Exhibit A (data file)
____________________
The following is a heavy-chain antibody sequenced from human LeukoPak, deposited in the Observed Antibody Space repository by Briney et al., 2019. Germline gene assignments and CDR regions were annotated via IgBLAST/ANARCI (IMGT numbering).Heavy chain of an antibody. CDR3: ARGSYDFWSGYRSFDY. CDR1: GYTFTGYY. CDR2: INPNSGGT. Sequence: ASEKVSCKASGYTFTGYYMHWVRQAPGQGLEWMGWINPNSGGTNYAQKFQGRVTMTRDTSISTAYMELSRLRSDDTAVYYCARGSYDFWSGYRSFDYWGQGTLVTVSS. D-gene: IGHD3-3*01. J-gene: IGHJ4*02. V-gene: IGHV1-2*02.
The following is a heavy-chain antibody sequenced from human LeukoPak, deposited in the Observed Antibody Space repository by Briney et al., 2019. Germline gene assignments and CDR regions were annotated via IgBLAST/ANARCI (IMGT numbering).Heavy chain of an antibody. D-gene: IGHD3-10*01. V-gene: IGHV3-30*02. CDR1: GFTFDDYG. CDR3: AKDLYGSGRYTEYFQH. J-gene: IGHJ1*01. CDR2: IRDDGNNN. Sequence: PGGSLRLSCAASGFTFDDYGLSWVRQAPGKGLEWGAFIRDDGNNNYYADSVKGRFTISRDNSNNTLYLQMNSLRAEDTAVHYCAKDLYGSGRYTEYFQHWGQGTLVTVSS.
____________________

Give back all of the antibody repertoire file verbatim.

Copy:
The following is a heavy-chain antibody sequenced from human LeukoPak, deposited in the Observed Antibody Space repository by Briney et al., 2019. Germline gene assignments and CDR regions were annotated via IgBLAST/ANARCI (IMGT numbering).Heavy chain of an antibody. CDR3: ARGSYDFWSGYRSFDY. CDR1: GYTFTGYY. CDR2: INPNSGGT. Sequence: ASEKVSCKASGYTFTGYYMHWVRQAPGQGLEWMGWINPNSGGTNYAQKFQGRVTMTRDTSISTAYMELSRLRSDDTAVYYCARGSYDFWSGYRSFDYWGQGTLVTVSS. D-gene: IGHD3-3*01. J-gene: IGHJ4*02. V-gene: IGHV1-2*02.
The following is a heavy-chain antibody sequenced from human LeukoPak, deposited in the Observed Antibody Space repository by Briney et al., 2019. Germline gene assignments and CDR regions were annotated via IgBLAST/ANARCI (IMGT numbering).Heavy chain of an antibody. D-gene: IGHD3-10*01. V-gene: IGHV3-30*02. CDR1: GFTFDDYG. CDR3: AKDLYGSGRYTEYFQH. J-gene: IGHJ1*01. CDR2: IRDDGNNN. Sequence: PGGSLRLSCAASGFTFDDYGLSWVRQAPGKGLEWGAFIRDDGNNNYYADSVKGRFTISRDNSNNTLYLQMNSLRAEDTAVHYCAKDLYGSGRYTEYFQHWGQGTLVTVSS.